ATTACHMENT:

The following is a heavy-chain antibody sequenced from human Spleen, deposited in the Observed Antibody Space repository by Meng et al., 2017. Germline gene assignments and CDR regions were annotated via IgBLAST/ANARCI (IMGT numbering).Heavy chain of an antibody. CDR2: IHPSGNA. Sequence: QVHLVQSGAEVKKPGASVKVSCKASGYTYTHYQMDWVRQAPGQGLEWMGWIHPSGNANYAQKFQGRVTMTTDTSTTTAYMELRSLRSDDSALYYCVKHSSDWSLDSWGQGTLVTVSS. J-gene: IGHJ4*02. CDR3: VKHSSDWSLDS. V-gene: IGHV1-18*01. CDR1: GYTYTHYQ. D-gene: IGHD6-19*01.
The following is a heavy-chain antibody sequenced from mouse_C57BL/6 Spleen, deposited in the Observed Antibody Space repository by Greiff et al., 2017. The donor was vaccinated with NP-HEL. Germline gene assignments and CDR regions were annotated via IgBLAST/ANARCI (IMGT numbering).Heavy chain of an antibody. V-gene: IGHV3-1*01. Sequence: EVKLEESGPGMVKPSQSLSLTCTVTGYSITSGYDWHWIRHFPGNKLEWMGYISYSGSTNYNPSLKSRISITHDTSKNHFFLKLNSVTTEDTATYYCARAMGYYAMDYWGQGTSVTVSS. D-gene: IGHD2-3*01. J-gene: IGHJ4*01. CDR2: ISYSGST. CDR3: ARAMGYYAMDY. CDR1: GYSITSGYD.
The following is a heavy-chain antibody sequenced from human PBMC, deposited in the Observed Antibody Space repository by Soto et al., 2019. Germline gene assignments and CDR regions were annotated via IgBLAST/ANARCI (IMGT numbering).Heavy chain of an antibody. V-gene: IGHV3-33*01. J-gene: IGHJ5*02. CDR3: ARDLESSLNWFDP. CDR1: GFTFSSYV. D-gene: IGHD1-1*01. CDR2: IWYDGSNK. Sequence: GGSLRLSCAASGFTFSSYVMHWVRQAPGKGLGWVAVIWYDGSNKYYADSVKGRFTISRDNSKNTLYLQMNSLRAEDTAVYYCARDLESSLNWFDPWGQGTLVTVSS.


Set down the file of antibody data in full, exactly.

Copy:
The following is a heavy-chain antibody sequenced from human Spleen, deposited in the Observed Antibody Space repository by Meng et al., 2017. Germline gene assignments and CDR regions were annotated via IgBLAST/ANARCI (IMGT numbering).Heavy chain of an antibody. CDR2: IHPSGNA. Sequence: QVHLVQSGAEVKKPGASVKVSCKASGYTYTHYQMDWVRQAPGQGLEWMGWIHPSGNANYAQKFQGRVTMTTDTSTTTAYMELRSLRSDDSALYYCVKHSSDWSLDSWGQGTLVTVSS. J-gene: IGHJ4*02. CDR3: VKHSSDWSLDS. V-gene: IGHV1-18*01. CDR1: GYTYTHYQ. D-gene: IGHD6-19*01.
The following is a heavy-chain antibody sequenced from mouse_C57BL/6 Spleen, deposited in the Observed Antibody Space repository by Greiff et al., 2017. The donor was vaccinated with NP-HEL. Germline gene assignments and CDR regions were annotated via IgBLAST/ANARCI (IMGT numbering).Heavy chain of an antibody. V-gene: IGHV3-1*01. Sequence: EVKLEESGPGMVKPSQSLSLTCTVTGYSITSGYDWHWIRHFPGNKLEWMGYISYSGSTNYNPSLKSRISITHDTSKNHFFLKLNSVTTEDTATYYCARAMGYYAMDYWGQGTSVTVSS. D-gene: IGHD2-3*01. J-gene: IGHJ4*01. CDR2: ISYSGST. CDR3: ARAMGYYAMDY. CDR1: GYSITSGYD.
The following is a heavy-chain antibody sequenced from human PBMC, deposited in the Observed Antibody Space repository by Soto et al., 2019. Germline gene assignments and CDR regions were annotated via IgBLAST/ANARCI (IMGT numbering).Heavy chain of an antibody. V-gene: IGHV3-33*01. J-gene: IGHJ5*02. CDR3: ARDLESSLNWFDP. CDR1: GFTFSSYV. D-gene: IGHD1-1*01. CDR2: IWYDGSNK. Sequence: GGSLRLSCAASGFTFSSYVMHWVRQAPGKGLGWVAVIWYDGSNKYYADSVKGRFTISRDNSKNTLYLQMNSLRAEDTAVYYCARDLESSLNWFDPWGQGTLVTVSS.